On March 20, 2014, FERC issued a declaratory order holding that the Montana Public Service Commission’s (“Montana PSC”) implementation of the Public Utility Regulatory Policies Act of 1978 (“PURPA”) was inconsistent with PURPA and FERC’s regulations.  However, FERC declined to exercise its enforcement authority under PURPA and initiate an enforcement action against the Montana PSC.

The Montana PSC case arose after several companies that own qualifying facilities (“QFs”) in Montana (“Petitioners”) filed a petition for enforcement and declaratory order (“Petition”) against the Montana PSC for its alleged inconsistent implementation of PURPA.  Specifically, the Petitioners claimed that the Montana PSC’s “Montana Rule” – where QFs larger than 10 MW could only receive a long-term contract through competitive solicitation, while QFs smaller than 10 MW can sell power at avoided cost rates through short-term agreements – is an unreasonable barrier to forming a legal obligation.  The Petitioners also argued that the Montana PSC’s 50 MW installed capacity limit, which applies to the cumulative purchases of all wind QFs greater than 100 kW but less than or equal to 10 MW, was a barrier to entry in the Montana wind QF market.

The Montana PSC responded by stating that requiring competitive solicitations for QFs over 10 MW does not violate PURPA because FERC has previously supported competitive solicitations.  Furthermore, the Montana PSC argued that the 50 MW installed capacity limit is lawful because the Montana PSC has the right to eliminate standard rates for purchases from QFs over 100kW.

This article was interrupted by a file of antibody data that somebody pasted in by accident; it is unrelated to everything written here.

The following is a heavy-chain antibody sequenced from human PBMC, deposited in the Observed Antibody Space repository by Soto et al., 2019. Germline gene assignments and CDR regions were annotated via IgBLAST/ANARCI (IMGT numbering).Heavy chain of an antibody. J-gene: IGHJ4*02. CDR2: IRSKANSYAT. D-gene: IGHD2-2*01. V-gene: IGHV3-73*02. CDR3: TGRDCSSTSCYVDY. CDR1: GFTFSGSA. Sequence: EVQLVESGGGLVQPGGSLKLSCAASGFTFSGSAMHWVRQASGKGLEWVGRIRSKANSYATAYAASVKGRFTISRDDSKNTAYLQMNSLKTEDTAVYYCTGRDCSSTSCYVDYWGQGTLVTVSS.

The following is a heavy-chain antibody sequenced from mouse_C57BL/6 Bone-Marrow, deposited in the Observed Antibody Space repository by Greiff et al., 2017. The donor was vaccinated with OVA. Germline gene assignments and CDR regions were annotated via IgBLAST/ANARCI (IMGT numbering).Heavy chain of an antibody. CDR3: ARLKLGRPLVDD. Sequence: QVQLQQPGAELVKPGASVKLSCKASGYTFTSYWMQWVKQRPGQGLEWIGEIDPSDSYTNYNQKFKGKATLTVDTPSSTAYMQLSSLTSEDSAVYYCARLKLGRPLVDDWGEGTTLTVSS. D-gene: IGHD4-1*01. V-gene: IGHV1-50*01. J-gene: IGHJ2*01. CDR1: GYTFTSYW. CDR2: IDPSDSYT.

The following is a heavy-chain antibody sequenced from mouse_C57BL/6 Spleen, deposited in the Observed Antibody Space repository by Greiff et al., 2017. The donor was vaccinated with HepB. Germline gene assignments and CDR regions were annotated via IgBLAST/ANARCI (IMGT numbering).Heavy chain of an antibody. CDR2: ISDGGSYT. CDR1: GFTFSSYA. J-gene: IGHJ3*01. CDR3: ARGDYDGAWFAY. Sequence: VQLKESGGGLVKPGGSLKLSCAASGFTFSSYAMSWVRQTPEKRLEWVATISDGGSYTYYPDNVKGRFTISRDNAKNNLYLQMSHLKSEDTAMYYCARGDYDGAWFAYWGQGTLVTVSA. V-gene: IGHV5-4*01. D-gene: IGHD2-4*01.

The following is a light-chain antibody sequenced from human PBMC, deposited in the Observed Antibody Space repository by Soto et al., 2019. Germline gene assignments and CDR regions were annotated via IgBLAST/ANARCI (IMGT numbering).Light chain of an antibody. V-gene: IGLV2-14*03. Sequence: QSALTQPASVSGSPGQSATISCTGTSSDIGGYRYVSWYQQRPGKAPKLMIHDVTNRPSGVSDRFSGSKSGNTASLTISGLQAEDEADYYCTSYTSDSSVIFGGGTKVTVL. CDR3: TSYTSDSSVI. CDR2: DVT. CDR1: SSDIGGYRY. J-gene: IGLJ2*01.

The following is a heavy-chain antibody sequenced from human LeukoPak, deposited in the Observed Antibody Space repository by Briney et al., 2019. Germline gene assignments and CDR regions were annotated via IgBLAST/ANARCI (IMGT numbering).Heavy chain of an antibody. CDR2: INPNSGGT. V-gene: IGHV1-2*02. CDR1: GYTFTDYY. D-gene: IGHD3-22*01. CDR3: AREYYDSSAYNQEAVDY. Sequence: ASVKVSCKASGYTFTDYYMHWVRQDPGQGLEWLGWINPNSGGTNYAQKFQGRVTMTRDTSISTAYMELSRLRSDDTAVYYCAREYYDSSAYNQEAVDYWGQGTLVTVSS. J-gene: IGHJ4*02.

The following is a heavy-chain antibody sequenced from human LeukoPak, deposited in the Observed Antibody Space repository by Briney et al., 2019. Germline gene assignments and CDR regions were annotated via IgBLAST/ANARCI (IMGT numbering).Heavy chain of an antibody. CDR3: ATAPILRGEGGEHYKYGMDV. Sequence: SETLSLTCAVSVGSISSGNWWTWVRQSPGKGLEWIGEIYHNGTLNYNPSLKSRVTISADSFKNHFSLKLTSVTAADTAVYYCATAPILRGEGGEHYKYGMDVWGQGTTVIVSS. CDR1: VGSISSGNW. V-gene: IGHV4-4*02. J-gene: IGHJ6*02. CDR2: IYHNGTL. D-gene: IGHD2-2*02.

In its order, FERC held that the Montana Rule and installed capacity limits were both inconsistent with PURPA and FERC regulations.  FERC explained that requiring a QF to win a competitive solicitation creates “a practical disincentive to amicable contract formation because a utility may refuse to negotiate with a QF at all,” and therefore is an unreasonable obstacle under PURPA.  Similarly, FERC held that the installed capacity limits do not support PURPA’s goal of promoting QF development, nor do they adhere to FERC’s regulations requiring a utility to purchase energy from a QF at a forecasted avoided cost rate.

While FERC noted that it had the authority to initiate an enforcement action to uphold PURPA regulations (see January 6, 2014 edition of the WER), it declined to do so.  As such, FERC stated that the Petitioners could initiate their own action in a U.S. district court, and that the district court could use FERC’s order to assist it with FERC’s conclusions and reasoning on the matter.

A copy of the order is available here.